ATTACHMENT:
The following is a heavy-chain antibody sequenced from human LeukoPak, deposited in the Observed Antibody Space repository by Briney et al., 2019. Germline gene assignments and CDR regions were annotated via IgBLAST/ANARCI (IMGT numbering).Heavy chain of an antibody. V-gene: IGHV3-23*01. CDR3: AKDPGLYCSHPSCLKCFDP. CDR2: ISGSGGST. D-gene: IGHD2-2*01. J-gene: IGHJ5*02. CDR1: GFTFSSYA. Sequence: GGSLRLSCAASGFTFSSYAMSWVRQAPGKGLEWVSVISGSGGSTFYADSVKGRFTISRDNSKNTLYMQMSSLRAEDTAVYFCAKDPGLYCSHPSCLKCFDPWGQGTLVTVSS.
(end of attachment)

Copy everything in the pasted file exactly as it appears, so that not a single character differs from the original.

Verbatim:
The following is a heavy-chain antibody sequenced from human LeukoPak, deposited in the Observed Antibody Space repository by Briney et al., 2019. Germline gene assignments and CDR regions were annotated via IgBLAST/ANARCI (IMGT numbering).Heavy chain of an antibody. V-gene: IGHV3-23*01. CDR3: AKDPGLYCSHPSCLKCFDP. CDR2: ISGSGGST. D-gene: IGHD2-2*01. J-gene: IGHJ5*02. CDR1: GFTFSSYA. Sequence: GGSLRLSCAASGFTFSSYAMSWVRQAPGKGLEWVSVISGSGGSTFYADSVKGRFTISRDNSKNTLYMQMSSLRAEDTAVYFCAKDPGLYCSHPSCLKCFDPWGQGTLVTVSS.